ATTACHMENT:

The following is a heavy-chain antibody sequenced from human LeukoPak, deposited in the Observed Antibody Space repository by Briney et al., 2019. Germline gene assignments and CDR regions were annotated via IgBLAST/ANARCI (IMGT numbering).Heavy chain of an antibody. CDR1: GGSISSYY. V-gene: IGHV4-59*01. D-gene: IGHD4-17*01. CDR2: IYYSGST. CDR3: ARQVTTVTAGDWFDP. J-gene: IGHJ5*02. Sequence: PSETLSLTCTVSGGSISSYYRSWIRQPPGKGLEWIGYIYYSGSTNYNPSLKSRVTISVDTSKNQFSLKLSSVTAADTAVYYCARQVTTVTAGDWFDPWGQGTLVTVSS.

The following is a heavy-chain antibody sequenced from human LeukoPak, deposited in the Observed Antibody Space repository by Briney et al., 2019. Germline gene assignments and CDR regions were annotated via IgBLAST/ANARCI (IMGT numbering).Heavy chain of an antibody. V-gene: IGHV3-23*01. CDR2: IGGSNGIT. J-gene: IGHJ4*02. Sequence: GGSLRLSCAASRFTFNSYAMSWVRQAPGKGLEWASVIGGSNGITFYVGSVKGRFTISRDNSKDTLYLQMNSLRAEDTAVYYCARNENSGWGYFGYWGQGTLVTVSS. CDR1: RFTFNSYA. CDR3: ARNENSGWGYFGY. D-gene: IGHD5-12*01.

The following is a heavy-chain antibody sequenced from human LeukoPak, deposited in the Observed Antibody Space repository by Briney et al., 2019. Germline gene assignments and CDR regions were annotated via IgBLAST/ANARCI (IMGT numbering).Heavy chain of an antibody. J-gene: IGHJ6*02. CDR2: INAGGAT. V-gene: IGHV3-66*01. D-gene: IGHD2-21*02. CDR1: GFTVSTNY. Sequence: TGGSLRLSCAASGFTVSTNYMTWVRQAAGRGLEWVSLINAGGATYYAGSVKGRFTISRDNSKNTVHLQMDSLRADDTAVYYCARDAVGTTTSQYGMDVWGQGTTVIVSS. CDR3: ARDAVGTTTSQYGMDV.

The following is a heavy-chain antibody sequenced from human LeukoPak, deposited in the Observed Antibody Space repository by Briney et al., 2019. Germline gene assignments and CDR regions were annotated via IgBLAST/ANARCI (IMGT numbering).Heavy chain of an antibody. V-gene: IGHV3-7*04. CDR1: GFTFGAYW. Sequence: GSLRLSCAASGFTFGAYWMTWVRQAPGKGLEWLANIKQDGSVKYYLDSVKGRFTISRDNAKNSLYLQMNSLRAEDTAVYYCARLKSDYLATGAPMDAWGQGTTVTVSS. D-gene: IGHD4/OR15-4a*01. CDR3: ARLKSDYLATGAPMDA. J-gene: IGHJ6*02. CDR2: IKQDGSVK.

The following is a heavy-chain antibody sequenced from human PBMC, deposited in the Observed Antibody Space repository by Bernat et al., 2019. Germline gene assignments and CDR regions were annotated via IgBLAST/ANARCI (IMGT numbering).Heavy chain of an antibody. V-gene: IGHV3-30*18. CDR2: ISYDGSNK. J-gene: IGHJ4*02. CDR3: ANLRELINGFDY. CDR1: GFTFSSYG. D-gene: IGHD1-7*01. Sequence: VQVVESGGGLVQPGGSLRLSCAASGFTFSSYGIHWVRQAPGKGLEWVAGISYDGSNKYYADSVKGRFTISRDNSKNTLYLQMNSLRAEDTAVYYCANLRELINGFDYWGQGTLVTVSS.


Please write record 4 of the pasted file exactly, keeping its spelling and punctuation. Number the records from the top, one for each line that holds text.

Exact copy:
The following is a heavy-chain antibody sequenced from human LeukoPak, deposited in the Observed Antibody Space repository by Briney et al., 2019. Germline gene assignments and CDR regions were annotated via IgBLAST/ANARCI (IMGT numbering).Heavy chain of an antibody. V-gene: IGHV3-7*04. CDR1: GFTFGAYW. Sequence: GSLRLSCAASGFTFGAYWMTWVRQAPGKGLEWLANIKQDGSVKYYLDSVKGRFTISRDNAKNSLYLQMNSLRAEDTAVYYCARLKSDYLATGAPMDAWGQGTTVTVSS. D-gene: IGHD4/OR15-4a*01. CDR3: ARLKSDYLATGAPMDA. J-gene: IGHJ6*02. CDR2: IKQDGSVK.